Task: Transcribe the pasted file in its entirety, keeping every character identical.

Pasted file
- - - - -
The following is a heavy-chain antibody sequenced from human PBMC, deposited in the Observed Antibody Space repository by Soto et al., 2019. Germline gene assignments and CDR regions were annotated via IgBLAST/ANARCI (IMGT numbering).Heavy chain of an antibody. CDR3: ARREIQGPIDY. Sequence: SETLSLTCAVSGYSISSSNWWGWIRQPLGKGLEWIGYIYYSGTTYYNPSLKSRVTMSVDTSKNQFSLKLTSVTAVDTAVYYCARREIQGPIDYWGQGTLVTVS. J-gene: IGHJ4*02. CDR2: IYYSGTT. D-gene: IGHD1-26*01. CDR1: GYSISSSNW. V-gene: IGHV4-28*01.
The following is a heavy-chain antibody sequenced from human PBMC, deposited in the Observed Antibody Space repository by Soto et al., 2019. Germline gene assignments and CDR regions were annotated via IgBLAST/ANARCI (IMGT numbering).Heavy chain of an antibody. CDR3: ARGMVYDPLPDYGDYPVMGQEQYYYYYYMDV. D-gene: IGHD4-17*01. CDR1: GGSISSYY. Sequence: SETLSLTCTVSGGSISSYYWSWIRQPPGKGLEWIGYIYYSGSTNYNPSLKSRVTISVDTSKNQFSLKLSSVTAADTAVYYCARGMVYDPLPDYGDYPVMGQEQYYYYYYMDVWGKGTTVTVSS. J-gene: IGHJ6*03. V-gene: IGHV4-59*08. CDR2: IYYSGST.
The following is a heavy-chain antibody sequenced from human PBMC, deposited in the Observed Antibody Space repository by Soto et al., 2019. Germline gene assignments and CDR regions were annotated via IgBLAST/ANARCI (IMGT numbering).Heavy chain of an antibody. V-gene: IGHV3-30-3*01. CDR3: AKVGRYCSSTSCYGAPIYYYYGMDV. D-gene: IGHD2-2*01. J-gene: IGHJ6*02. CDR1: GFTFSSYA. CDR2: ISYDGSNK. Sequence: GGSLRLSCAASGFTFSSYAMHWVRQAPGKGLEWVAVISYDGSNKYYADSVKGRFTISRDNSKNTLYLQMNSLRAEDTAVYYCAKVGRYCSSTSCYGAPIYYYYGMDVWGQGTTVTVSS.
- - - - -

The following is a heavy-chain antibody sequenced from human PBMC, deposited in the Observed Antibody Space repository by Soto et al., 2019. Germline gene assignments and CDR regions were annotated via IgBLAST/ANARCI (IMGT numbering).Heavy chain of an antibody. CDR3: ARREIQGPIDY. Sequence: SETLSLTCAVSGYSISSSNWWGWIRQPLGKGLEWIGYIYYSGTTYYNPSLKSRVTMSVDTSKNQFSLKLTSVTAVDTAVYYCARREIQGPIDYWGQGTLVTVS. J-gene: IGHJ4*02. CDR2: IYYSGTT. D-gene: IGHD1-26*01. CDR1: GYSISSSNW. V-gene: IGHV4-28*01.
The following is a heavy-chain antibody sequenced from human PBMC, deposited in the Observed Antibody Space repository by Soto et al., 2019. Germline gene assignments and CDR regions were annotated via IgBLAST/ANARCI (IMGT numbering).Heavy chain of an antibody. CDR3: ARGMVYDPLPDYGDYPVMGQEQYYYYYYMDV. D-gene: IGHD4-17*01. CDR1: GGSISSYY. Sequence: SETLSLTCTVSGGSISSYYWSWIRQPPGKGLEWIGYIYYSGSTNYNPSLKSRVTISVDTSKNQFSLKLSSVTAADTAVYYCARGMVYDPLPDYGDYPVMGQEQYYYYYYMDVWGKGTTVTVSS. J-gene: IGHJ6*03. V-gene: IGHV4-59*08. CDR2: IYYSGST.
The following is a heavy-chain antibody sequenced from human PBMC, deposited in the Observed Antibody Space repository by Soto et al., 2019. Germline gene assignments and CDR regions were annotated via IgBLAST/ANARCI (IMGT numbering).Heavy chain of an antibody. V-gene: IGHV3-30-3*01. CDR3: AKVGRYCSSTSCYGAPIYYYYGMDV. D-gene: IGHD2-2*01. J-gene: IGHJ6*02. CDR1: GFTFSSYA. CDR2: ISYDGSNK. Sequence: GGSLRLSCAASGFTFSSYAMHWVRQAPGKGLEWVAVISYDGSNKYYADSVKGRFTISRDNSKNTLYLQMNSLRAEDTAVYYCAKVGRYCSSTSCYGAPIYYYYGMDVWGQGTTVTVSS.